CCNA is your entry level for training in Cisco. This will enable you to operate on the maintenance and installation of network switches and routers. The internet is made up of many routers, and commercial ventures who have a number of branches rely on them to keep their networks in touch.
Jobs that use this knowledge mean it's likely you'll end up working for large commercial ventures that are spread out geographically but need their computer networks to talk to each other. Alternatively, you may find yourself joining an internet service provider. Both types of jobs command good salaries.
Get on a bespoke training program that takes you on a progressive path to make sure that you've mastered the necessary skills and abilities before commencing your Cisco training.
Of all the important things to consider, one of the most essential is always full 24x7 support with dedicated instructors and mentors. So many companies we come across only provide office hours (or extended office hours) support.
Locate training schools with proper support available at any time of day or night (even 1am on Sunday morning!) Ensure you get access directly to professional tutors, and not simply some messaging service that means you're constantly waiting for a call-back during office hours.
Be on the lookout for study programmes that have multiple support offices across multiple time-zones. Every one of them needs to be seamlessly combined to enable simple one-stop access together with 24x7 access, when you want it, with the minimum of hassle.
Never make do with anything less. Online 24x7 support is the only kind that ever makes the grade with technical learning. Perhaps you don't intend to study during the evenings; but for most of us, we're working while the support is live.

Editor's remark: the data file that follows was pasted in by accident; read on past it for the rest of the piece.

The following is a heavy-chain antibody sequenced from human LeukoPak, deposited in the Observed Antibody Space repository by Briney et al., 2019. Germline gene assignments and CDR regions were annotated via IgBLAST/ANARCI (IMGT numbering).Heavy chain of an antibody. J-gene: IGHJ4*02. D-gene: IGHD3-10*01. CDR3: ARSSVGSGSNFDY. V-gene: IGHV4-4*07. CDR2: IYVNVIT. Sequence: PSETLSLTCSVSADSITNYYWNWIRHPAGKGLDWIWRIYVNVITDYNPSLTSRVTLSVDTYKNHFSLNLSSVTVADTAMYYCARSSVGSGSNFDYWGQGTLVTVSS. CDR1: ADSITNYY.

Most of us would love to think that our jobs will always be safe and the future is protected, but the growing reality for the majority of jobs throughout the UK right now is that there is no security anymore.
Of course, a quickly growing market-place, where staff are in constant demand (through a massive shortfall of commercially certified staff), creates the conditions for true job security.
A rather worrying national e-Skills investigation brought to light that over 26 percent of computing and IT jobs haven't been filled because of a chronic shortage of properly qualified workers. Essentially, we can't properly place more than just 3 out of each four job positions in IT.
Attaining the appropriate commercial IT accreditation is accordingly a fast-track to a long-term and satisfying career.
Because the IT sector is developing at such a rate, there really isn't any other sector worth looking at for a new future.
Many training companies will provide a useful Job Placement Assistance program, to help you get your first job. Sometimes, this feature is bigged up too much, because it is actually not that hard for any focused and well taught person to get work in the IT environment - as employers are keen to find appropriately qualified personnel.
However, don't procrastinate and wait until you've passed your final exams before updating your CV. Right at the beginning of your training, mark down what you're doing and get it out there!
Getting your CV considered is more than not being regarded at all. Often junior positions are got by students (sometimes when they've only just got going.)
The best services to help get you placed are generally independent and specialised local recruitment services. As they're keen to place you to receive their commission, they have the necessary incentive to try that bit harder.
Just be sure that you don't spend hundreds of hours on your training and studies, and then do nothing more and imagine someone else is miraculously going to land you a job. Stop procrastinating and make your own enquiries. Channel the same focus into securing a good job as you did to get trained.
You should remember: a training program or a qualification is not what you're looking for; the career you're training for is. Too many training companies place too much importance on the qualification itself.
Imagine training for just one year and then end up performing the job-role for decades. Don't make the mistake of choosing what sounds like an 'interesting' training program and then put 10-20 years into an unrewarding career!
Be honest with yourself about what you want to earn and what level of ambition fits you. Sometimes, this affects what precise qualifications you will need and what you can expect to give industry in return.
Chat with someone who knows about the sector you're looking at, and could provide a detailed run-down of what to expect in that role. Getting to the bottom of all this well before you start on any study path has obvious benefits.
Author: Harriet Butler. Go to my web-site for logical career information: Cisco CCNA.